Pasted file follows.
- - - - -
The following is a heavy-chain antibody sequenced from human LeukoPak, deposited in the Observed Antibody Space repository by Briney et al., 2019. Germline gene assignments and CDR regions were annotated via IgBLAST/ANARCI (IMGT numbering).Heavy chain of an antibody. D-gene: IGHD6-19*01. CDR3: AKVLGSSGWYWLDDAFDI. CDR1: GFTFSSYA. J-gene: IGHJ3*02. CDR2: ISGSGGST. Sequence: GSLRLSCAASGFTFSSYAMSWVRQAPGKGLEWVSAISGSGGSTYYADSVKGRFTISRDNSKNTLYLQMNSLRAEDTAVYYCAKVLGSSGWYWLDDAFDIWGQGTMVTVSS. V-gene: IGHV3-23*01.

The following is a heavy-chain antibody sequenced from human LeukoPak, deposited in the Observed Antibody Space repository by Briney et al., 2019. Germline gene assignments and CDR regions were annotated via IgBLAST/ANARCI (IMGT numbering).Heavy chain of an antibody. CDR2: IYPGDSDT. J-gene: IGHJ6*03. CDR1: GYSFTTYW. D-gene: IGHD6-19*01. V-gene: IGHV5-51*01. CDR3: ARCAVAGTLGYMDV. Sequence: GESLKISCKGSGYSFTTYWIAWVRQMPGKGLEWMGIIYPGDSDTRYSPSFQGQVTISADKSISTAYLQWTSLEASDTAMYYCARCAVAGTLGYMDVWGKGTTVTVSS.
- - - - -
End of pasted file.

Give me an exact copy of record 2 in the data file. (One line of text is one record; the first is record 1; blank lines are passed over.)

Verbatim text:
The following is a heavy-chain antibody sequenced from human LeukoPak, deposited in the Observed Antibody Space repository by Briney et al., 2019. Germline gene assignments and CDR regions were annotated via IgBLAST/ANARCI (IMGT numbering).Heavy chain of an antibody. CDR2: IYPGDSDT. J-gene: IGHJ6*03. CDR1: GYSFTTYW. D-gene: IGHD6-19*01. V-gene: IGHV5-51*01. CDR3: ARCAVAGTLGYMDV. Sequence: GESLKISCKGSGYSFTTYWIAWVRQMPGKGLEWMGIIYPGDSDTRYSPSFQGQVTISADKSISTAYLQWTSLEASDTAMYYCARCAVAGTLGYMDVWGKGTTVTVSS.